To detoxify from mobile, it is better to consume in moderation

A single glance around you is enough to see it. Smartphones have become our doubles, for information, communication, games, etc. Worldwide, more than 3.5 billion people own one, and their average time in front of this screen (more than 3 hours a day) has been steadily increasing. Even if the intensification of this use is not considered by the World Health Organization as an addiction that is a pathology, its negative effects are increasingly documented scientifically: from pain in the neck to consequences on the sleep, from anxiety to depression. Is there a solution to be less addicted?

“The question of addiction is always the same thing. The outcome is never in all or nothing » Bruno Rocher, addictologist psychiatrist

To find out, a team of psychology researchers from the Center for Mental Health Research and Treatment at the University of Bochum (Germany) launched an unprecedented experiment: recruiting hundreds of volunteers and asking them either to abstain for a whole smartphone week, or, over the same period of time, to reduce their consumption by one hour per day. This in order to observe the impact on their well-being four months later. “We were surprised by the large number of volunteers, 619, who responded to our call. More and more people think that their attitude towards the smartphone is a problem for their health »comments Julia Brailovskaia, senior researcher in clinical psychology. “Participating in our study could have been seen as a boost to start doing something. »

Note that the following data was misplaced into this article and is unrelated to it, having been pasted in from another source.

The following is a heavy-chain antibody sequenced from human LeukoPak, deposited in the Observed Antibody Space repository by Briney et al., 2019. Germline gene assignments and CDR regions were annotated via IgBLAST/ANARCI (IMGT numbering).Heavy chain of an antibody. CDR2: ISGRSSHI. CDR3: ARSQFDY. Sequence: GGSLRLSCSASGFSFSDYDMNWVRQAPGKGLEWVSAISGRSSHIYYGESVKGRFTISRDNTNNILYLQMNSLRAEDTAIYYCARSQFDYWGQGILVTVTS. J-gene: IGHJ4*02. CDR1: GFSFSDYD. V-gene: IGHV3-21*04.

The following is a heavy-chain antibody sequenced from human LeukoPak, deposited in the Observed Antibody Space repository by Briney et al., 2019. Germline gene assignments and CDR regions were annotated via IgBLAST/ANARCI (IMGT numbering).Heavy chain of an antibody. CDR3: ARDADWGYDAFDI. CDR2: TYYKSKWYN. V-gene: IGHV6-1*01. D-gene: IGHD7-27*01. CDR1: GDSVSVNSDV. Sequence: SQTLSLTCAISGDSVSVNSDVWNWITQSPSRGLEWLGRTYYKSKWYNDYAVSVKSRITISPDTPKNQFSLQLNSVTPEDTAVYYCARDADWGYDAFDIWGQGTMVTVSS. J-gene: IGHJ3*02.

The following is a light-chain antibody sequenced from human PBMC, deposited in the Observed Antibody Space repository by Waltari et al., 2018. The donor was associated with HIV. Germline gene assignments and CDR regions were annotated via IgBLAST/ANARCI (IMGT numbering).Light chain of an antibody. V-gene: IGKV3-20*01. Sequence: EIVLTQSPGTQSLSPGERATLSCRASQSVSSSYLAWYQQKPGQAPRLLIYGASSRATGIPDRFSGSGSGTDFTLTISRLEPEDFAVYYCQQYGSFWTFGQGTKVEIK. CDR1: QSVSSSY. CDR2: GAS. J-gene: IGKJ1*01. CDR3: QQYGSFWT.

Fewer depressive symptoms

The results, published in the study “Finding the ‘sweet spot’ of smartphone use: reduction or abstinence to increase well-being and a healthy lifestyle! » (Journal of Experimental Psychology: Applied, April 7), are promising, say the researchers. Thus, of the three groups, made up of 200 volunteers each, those who abstained (group A) and those who self-regulated (group B) ultimately, and four months after the experiment, used their smartphones than the third group – called “control” – which has not changed anything. Both A’s and B’s say they experience fewer symptoms of depression and anxiety and experience greater life satisfaction. They also do more physical exercise.

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Another surprising result: “Group B is the only one who saw their cigarette consumption drop. It is also the one that has the most reduced the average duration of daily use of the telephone (by 45 minutes vs. 30 minutes for group A), explains Julia Brailovskaia. So abstainers are not those who have improved their well-being and their health the most. »

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To detoxify from mobile, it is better to consume in moderation

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